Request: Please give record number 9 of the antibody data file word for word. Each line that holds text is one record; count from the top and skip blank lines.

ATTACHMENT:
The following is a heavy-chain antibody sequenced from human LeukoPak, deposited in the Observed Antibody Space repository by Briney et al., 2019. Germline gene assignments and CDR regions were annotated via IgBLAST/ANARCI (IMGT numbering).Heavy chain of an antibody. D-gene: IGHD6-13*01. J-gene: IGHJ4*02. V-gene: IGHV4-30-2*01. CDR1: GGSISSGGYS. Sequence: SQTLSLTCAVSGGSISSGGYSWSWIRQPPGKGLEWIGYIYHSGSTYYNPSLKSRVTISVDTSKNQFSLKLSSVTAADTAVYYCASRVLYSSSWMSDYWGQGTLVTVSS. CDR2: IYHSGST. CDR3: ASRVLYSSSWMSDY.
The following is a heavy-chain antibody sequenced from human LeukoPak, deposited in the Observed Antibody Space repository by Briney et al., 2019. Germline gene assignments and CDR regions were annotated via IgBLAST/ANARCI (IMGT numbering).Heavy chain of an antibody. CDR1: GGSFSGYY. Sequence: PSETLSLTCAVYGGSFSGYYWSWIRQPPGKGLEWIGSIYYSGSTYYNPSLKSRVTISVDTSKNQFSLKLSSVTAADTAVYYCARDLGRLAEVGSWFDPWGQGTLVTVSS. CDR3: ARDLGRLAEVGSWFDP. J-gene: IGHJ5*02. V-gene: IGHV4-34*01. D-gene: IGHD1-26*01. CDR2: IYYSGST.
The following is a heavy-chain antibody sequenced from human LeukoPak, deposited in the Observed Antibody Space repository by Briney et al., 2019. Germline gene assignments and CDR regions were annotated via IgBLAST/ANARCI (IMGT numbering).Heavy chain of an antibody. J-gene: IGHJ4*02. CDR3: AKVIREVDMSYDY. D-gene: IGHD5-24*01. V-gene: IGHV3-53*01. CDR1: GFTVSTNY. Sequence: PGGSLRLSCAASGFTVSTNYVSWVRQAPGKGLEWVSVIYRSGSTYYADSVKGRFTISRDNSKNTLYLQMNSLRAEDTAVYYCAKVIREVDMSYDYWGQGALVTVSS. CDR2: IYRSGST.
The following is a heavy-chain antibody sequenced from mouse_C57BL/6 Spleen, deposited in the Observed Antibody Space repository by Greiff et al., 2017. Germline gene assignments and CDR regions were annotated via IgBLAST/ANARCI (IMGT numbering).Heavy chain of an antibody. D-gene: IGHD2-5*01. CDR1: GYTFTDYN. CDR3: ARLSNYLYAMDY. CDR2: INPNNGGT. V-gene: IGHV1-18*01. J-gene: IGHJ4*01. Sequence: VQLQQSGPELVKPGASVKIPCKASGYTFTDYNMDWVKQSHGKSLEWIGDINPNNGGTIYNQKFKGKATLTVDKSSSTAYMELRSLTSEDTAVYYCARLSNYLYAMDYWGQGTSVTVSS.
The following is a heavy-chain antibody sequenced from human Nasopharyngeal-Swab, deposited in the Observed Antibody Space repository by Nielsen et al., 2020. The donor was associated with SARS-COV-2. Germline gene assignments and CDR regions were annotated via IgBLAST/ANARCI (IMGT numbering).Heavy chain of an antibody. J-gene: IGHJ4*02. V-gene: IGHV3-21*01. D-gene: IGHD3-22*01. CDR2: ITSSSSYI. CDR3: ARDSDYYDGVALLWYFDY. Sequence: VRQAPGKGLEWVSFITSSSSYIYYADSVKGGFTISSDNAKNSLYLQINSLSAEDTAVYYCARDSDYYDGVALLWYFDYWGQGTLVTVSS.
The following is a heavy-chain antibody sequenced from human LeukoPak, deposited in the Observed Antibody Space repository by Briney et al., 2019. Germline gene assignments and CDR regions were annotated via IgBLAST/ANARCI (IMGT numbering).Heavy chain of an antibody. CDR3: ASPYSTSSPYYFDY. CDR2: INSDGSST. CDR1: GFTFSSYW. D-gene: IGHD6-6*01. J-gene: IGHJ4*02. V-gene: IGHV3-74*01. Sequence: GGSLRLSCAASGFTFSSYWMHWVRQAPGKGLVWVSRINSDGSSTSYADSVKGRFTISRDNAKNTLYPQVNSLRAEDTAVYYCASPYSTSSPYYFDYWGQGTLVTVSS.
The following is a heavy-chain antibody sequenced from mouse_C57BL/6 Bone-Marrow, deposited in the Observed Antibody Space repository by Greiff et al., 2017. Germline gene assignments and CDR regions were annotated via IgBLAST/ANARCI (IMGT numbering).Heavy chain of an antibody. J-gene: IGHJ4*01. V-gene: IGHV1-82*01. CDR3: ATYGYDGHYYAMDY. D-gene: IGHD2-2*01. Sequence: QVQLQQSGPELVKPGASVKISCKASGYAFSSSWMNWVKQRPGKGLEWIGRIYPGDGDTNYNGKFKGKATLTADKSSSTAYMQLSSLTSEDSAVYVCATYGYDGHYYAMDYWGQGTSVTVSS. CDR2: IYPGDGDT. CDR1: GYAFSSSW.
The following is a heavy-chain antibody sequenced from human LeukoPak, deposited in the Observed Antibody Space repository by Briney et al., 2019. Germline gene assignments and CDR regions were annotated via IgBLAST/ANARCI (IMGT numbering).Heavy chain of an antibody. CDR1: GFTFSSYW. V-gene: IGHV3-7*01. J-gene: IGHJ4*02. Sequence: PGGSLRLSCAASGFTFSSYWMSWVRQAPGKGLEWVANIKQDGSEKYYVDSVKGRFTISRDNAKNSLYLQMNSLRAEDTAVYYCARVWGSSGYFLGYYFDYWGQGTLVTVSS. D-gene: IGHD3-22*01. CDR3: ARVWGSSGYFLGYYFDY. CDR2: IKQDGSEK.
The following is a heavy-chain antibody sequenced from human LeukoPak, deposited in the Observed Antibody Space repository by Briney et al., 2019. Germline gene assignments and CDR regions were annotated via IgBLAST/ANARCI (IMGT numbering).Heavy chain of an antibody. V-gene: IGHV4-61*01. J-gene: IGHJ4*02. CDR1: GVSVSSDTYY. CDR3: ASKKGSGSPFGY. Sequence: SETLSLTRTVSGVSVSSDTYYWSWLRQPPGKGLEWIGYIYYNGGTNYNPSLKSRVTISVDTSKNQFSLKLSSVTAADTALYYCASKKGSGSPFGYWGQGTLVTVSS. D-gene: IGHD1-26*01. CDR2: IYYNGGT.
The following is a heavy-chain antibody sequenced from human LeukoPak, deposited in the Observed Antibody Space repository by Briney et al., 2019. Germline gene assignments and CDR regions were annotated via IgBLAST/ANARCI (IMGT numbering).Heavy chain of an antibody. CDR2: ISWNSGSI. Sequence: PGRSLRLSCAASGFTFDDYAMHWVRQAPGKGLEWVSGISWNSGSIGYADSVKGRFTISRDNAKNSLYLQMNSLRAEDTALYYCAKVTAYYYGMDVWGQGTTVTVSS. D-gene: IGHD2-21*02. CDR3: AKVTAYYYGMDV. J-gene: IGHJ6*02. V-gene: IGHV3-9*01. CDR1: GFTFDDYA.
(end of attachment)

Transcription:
The following is a heavy-chain antibody sequenced from human LeukoPak, deposited in the Observed Antibody Space repository by Briney et al., 2019. Germline gene assignments and CDR regions were annotated via IgBLAST/ANARCI (IMGT numbering).Heavy chain of an antibody. V-gene: IGHV4-61*01. J-gene: IGHJ4*02. CDR1: GVSVSSDTYY. CDR3: ASKKGSGSPFGY. Sequence: SETLSLTRTVSGVSVSSDTYYWSWLRQPPGKGLEWIGYIYYNGGTNYNPSLKSRVTISVDTSKNQFSLKLSSVTAADTALYYCASKKGSGSPFGYWGQGTLVTVSS. D-gene: IGHD1-26*01. CDR2: IYYNGGT.